Every three minutes, a child is born with a cleft lip, cleft palate, or both. People who have this genetic deformity are born with a split in their top lip, or an opening in the roof of their mouth.
Cleft lips and cleft palates often make it difficult or impossible to eat, speak, and smile. Moreover, in some places sufferers are shunned and rejected for their facial deformity.
In the developing world, it is difficult for people with a cleft lip and/or cleft palate to get surgery because of the cost, ever-growing waiting list, and in the case of babies, lack of adequate facilities which can properly apply anesthesia.
Approximately 1/700 children are born with a cleft lip and/or a cleft palate. More people remain untreated in the developing countries where surgeons either lack the time or ability to treat less life-threatening conditions like that of a cleft lip and/or cleft palate.
This is especially dangerous for new babies, for whom a cleft lip or cleft palate can become life-threatening without treatment.
In the developed world, a baby born with a cleft lip or cleft palate will undergo surgery within the first year of life. “Babies here in Ireland are operated on at 3 months,” said Dr. David Orr, a consultant pediatric plastic surgeon at Our Lady’s Hospital in Dublin, Ireland and the Chairman of Operation Smile.
But in the developing world, facilities are often not up to the standards necessary to operate on babies. Anesthesia needs to be provided in a safe surgical environment, especially when the patient is a baby.
Operation Smile helps patients in the developing world suffering from a cleft palate and/or cleft lips. This charitable organization sends volunteer doctors to developing countries to provide reconstructive surgery for children born with facial deformities.
Operation Smile’s general practice is to send in a team of medical professionals for two weeks. The team sets up a surgical environment with medical equipment that is dispatched from Operation Smile’s central hub in Virginia, U.S.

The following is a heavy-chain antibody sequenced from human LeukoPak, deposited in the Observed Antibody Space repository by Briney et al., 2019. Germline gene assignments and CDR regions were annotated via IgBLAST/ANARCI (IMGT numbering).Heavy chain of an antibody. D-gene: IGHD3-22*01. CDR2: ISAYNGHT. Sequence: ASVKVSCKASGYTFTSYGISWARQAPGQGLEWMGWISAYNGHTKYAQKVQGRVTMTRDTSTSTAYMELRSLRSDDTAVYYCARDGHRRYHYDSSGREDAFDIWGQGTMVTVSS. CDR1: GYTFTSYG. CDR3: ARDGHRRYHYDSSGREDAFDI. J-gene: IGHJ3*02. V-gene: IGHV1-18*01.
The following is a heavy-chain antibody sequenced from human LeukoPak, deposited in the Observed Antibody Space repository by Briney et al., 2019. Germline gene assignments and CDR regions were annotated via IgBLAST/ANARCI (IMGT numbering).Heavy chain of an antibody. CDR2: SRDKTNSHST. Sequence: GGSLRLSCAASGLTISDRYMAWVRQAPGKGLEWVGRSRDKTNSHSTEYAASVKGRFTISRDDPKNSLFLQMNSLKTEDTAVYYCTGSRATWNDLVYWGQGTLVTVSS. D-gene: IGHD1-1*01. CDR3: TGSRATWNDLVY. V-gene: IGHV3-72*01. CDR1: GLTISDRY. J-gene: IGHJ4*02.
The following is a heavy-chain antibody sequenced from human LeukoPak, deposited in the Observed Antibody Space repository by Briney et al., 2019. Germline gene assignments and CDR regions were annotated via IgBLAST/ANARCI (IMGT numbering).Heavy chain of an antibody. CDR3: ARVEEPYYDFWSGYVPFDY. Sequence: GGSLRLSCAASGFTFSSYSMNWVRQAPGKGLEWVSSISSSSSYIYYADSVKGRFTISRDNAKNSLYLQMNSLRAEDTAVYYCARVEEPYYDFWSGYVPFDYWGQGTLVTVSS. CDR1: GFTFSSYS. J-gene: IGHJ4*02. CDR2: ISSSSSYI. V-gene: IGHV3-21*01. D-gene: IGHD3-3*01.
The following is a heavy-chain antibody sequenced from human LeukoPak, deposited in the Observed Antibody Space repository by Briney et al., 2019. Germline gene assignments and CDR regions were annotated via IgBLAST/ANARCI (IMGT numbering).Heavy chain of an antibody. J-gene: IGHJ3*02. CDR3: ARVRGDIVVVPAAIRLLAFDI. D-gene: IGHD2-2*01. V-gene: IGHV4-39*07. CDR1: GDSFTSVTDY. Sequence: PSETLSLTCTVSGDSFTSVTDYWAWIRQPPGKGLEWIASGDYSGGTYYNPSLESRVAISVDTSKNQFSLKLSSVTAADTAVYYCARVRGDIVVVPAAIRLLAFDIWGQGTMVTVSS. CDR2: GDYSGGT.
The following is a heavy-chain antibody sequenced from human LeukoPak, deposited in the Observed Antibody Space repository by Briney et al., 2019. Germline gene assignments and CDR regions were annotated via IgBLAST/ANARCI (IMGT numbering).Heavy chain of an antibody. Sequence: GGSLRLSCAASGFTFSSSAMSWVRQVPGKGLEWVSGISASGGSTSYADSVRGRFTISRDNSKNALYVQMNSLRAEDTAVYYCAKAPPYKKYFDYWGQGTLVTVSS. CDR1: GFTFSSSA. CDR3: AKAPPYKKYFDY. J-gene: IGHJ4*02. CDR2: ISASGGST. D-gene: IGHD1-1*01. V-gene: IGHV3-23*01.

Then the team interviews hundreds of local people who need cleft palate and/or cleft lip. The aim is to treat as many patients as possible before the two weeks are up, while also prioritizing the patients in the most need of treatment. But the team often travels home with the frustrating knowledge that many untreated cases were left-behind.
Operation Smile recently adopted a new strategy that will hopefully decrease the large backlog of untreated cases. Volunteer doctors have begun to teach local doctors how to treat cleft palate and cleft lip patients, so that patients can be treated even after the Operation Smile team leaves.
The transported medical equipment is now being set up permanently in local hospitals. Volunteer doctors use the equipment to teach local surgeons how to operate on cleft lips and palates with safely applied anesthetics.
Dr. Orr is in the process of teaching surgeons based in Jimma, Ethiopia. Currently, the local hospital is basic and suffers from a lack of local qualified staff.
“There [are]just three qualified surgeons to look after 5 to 7 million people. And that is for all surgeries, not just cleft lips and palates. It is a phenomenal unmet need,” said Dr. Orr.
Operation Smile hopes that its new system will provide more qualified local staff in hospitals in developing countries, and that the newly educated local doctors will spread their knowledge to other regions in need.
– Kasey Beduhn
Source: Old Moore’s Almanac
Photo: Operation Smile